06 January, 2011

The rest of the 2010 books!!!!


The Big Kahn by Neil Kleid

This graphic novel is about the son of a Jewish Rabbi whose last name is Kahn, who turns out to have a compelling secret: he is a former grifter who was not born into the Jewish faith! A CON artist! Con? Kahn? Get it?

Sorry about that. Aside from this books puntacular title, it was really, really good. I liked how they focused equally on the religious faith and the religious culture and how both of those draw and repel people at different stages of their lives. I think my Mormon readers will find a lot of parallels. Especially with the role of gossip in even the most high-minded religious communities.



Mockingjay by Suzanne Collins

The thing I am really proud about is that I read this book without buying it or getting it from the library or borrowing it from a friend. I read the first section at Borders, the second at Third Place Books and the third while I was baby-sitting for a friend after the kids were asleep. Bam!

This means I had heard some spoilers by my hardcore friends who finished the book the first week it came out, but it didn't ruin the experience for me. I was relatively satisfied by the romance, although I wish the ending had been less abrupt. Nevertheless, the whole series is kick-ass. I hope the movie doesn't suck too bad.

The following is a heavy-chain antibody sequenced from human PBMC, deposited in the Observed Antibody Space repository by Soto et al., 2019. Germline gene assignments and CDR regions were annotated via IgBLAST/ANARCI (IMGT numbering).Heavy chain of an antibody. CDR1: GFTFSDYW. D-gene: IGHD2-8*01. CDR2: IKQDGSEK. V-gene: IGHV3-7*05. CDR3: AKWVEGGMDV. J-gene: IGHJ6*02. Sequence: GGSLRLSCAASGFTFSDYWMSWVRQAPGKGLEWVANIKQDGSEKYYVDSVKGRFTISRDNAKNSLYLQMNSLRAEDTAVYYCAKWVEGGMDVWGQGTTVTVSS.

Gooney the Fabulous by Lois Lowry

Another Gooney Bird book for the K-2 set. I find these books fun and age-appropriate but sometimes I get a little bored. However, I stand by my statement that Lowry is a genius. It's not her, it's me. One thing that really hits home with these books is how realistic the kids dialogue is. They sound like real kids. It's great.


Pride and Prejudice by Jane Austen

I have started this book a million bajillion times and finally, FINALLY succeeded in finishing it. I actually liked it a whole lot. I found that the varying levels of compatibility between various partners was realistic, rather than an attempt to snag everyone a husband before the story ends, which is how a lot of the (versions of the) movies sometimes seem. There is a guy in my ward who totally reminds me of Mister Collins. That is all.


Heather Has Two Mommies by Leslea Newman